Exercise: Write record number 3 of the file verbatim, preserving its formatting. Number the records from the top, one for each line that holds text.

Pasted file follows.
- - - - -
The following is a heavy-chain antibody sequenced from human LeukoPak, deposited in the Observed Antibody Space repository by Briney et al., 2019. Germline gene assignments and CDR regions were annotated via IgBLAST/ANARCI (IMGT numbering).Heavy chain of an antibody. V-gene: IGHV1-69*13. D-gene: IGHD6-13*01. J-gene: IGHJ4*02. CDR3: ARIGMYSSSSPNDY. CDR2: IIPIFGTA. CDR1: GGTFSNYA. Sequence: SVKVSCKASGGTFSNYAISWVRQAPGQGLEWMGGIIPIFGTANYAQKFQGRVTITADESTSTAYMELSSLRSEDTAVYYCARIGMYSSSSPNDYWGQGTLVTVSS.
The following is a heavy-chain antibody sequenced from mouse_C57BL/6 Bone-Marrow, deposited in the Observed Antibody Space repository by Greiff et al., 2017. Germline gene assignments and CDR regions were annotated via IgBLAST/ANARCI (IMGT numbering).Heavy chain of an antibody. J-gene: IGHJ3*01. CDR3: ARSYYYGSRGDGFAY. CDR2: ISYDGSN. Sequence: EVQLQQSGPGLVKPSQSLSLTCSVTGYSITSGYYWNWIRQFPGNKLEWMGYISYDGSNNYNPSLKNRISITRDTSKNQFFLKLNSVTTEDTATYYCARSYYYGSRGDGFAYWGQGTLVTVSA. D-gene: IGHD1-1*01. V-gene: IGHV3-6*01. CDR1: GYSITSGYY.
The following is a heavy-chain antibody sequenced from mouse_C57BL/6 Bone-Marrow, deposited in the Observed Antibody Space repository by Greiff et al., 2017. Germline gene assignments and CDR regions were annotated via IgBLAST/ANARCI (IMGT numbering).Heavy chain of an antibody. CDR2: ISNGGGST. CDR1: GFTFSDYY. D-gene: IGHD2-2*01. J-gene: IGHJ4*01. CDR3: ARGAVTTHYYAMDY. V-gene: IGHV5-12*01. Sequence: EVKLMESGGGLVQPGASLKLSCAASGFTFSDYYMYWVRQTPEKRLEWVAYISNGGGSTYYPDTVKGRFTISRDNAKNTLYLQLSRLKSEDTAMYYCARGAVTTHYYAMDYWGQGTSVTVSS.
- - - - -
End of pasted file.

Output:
The following is a heavy-chain antibody sequenced from mouse_C57BL/6 Bone-Marrow, deposited in the Observed Antibody Space repository by Greiff et al., 2017. Germline gene assignments and CDR regions were annotated via IgBLAST/ANARCI (IMGT numbering).Heavy chain of an antibody. CDR2: ISNGGGST. CDR1: GFTFSDYY. D-gene: IGHD2-2*01. J-gene: IGHJ4*01. CDR3: ARGAVTTHYYAMDY. V-gene: IGHV5-12*01. Sequence: EVKLMESGGGLVQPGASLKLSCAASGFTFSDYYMYWVRQTPEKRLEWVAYISNGGGSTYYPDTVKGRFTISRDNAKNTLYLQLSRLKSEDTAMYYCARGAVTTHYYAMDYWGQGTSVTVSS.